Omicron puts Greek Genome Center on high alert

Omicron puts Greek Genome Center on high alert

Its predominance was almost universal. Jumping from host to host faster than previous variants, Delta managed to dominate over other strains in our country by the end of the summer. It seemed unrivaled.

However, scientists mapping the spread of variants of SARS-CoV-2 at the Greek Genome Center (GGC), established by the Biomedical Research Foundation of the Academy of Athens (BRFAA), are back on high alert following the advent of the new Omicron variant – first reported in South Africa in late November and within just a few short weeks in most other parts of the world. The virus is not done mutating, and this has led to an intensification of the center’s already tense program.

Though believed to cause less severe illness that previous strains, according to some of the more recent scientific findings, the terrific speed at which Omicron is transmitted quickly prompted new restrictive measures in many parts of the world – including Greece – and an acceleration of efforts to increase inoculation and get booster shots into the arms of those who have already been vaccinated against the virus.

“As long as the virus finds room and grows without resistance, without the first line of defense – the antibodies provided by the vaccine – it will multiply uncontrollably. The faster it multiplies and the bigger the pressure it comes under, the greater the chance that it will copy itself wrong,” Dr Katerina Zoi, a molecular geneticist and the deputy supervising scientist at the GGC, told Kathimerini.

“These errors can give the virus a selective advantage that may be related to transmissibility or immunity evasion,” she added.

Within the initial few weeks of Omicron first being reported, sequencing and analysis of the virus confirmed 17 cases of that particular strain in Greece from 1,173 randomly selected samples up to December 13. The first five cases had mild symptoms but a high viral load. Two of them concerned people who had recently traveled from South Africa to Greece, while two others had arrived from France.

According to more recent data from the National Organization for Public Health (EODY), of the 6,604 samples checked on December 20-30, 2,840 (or 43%) were identified as Omicron. On December 30 alone, 62% of the samples checked were Omicron.

“Right now, it is essential to check as many samples they send us as possible, as soon as possible,” says Zoi. “There is also a directive from the European Agency for Disease Prevention and Control to increase the dynamics, the number of sequential tests.”

The GGC has the capabilities to analyze up to 1,500 samples a week, as the process from the receipt of the sample until the completion of sequencing takes roughly four days.

Sequencing libraries

Samples are sent to the GGC laboratory by civil protection authorities. They are collected from the country’s entry points, but are also sent from laboratories working with the National Genomic Surveillance Network under the coordination of EODY. With each new batch of sampled delivered, the scientists construct a new generation sequencing library, which means the stage where the genetic material of the virus is amplified. The samples are then inserted into special machines, the DNA sequencers.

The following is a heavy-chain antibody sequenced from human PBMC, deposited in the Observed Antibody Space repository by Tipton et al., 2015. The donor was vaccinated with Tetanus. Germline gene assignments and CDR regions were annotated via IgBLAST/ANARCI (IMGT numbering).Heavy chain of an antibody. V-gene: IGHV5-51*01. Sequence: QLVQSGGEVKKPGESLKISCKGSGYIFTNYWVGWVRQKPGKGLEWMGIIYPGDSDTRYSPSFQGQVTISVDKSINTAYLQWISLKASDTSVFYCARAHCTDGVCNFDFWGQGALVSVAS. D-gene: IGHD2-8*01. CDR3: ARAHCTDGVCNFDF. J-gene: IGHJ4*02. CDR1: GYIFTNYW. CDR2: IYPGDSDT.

The protocol, from the receipt of the sample until the completion of the sequencing, takes about four days to complete and the GGC has the capabilities to analyze a maximum of around 1,500 samples per week.

Dr Giannis Vatsellas, the GGC’s wet-lab scientific manager, tells Kathimerini that since the appearance of the Omicron variant, the lab has more than doubled the number of samples it checks. At the same time, it also examines emergency samples.

After completing the DNA sequencing, the sample is analyzed by the GGC’s supercomputer, which performs all sorts of different bioinformatic analyses to identify exactly which strain of the virus was found in a sample, as well as what mutations it carries.

Neither Vatselas nor Zoi expect the work being done to map the virus and its mutations to stop the transmission of the Omicron variant. What they hope to accomplish is to help slow its progress, so that Greek health authorities gain valuable time in implementing other defense strategies, such as speeding up the administration of a booster shot to vaccinated people.

Regarding the severity of the new variant, both scientists said it is still premature to draw any definitive conclusions, though recent studies and the World Health Organization point to it having a reduced risk of hospitalization.

“Omicron has 32 mutations in the spike protein that the virus uses to enter our body. We have found some of these mutations in other strains, such as Alpha,” says Zoi. “We do not have information about some of the mutations. Using prediction models, we can have some primary indication of whether these mutations are associated with increased transmissibility or less immunity. Nevertheless, we still do not know how the combination of all these mutations in one strain will shape the final situation.”

The way in which both Delta and Omicron first appeared in countries with low vaccination coverage and then spread across the world, mainly affecting the unvaccinated, shows that developments in the pandemic in another parts of the world can have a profound impact on our lives as well.

“A pandemic is not a personal issue. We are a big village, a global community,” says Zoi. “The virus will continue to circulate as long as people communicate, because you cannot stop life. But it is not enough to just protect our home. If the forest is on fire, it is not enough to have only one trench protecting our house.”

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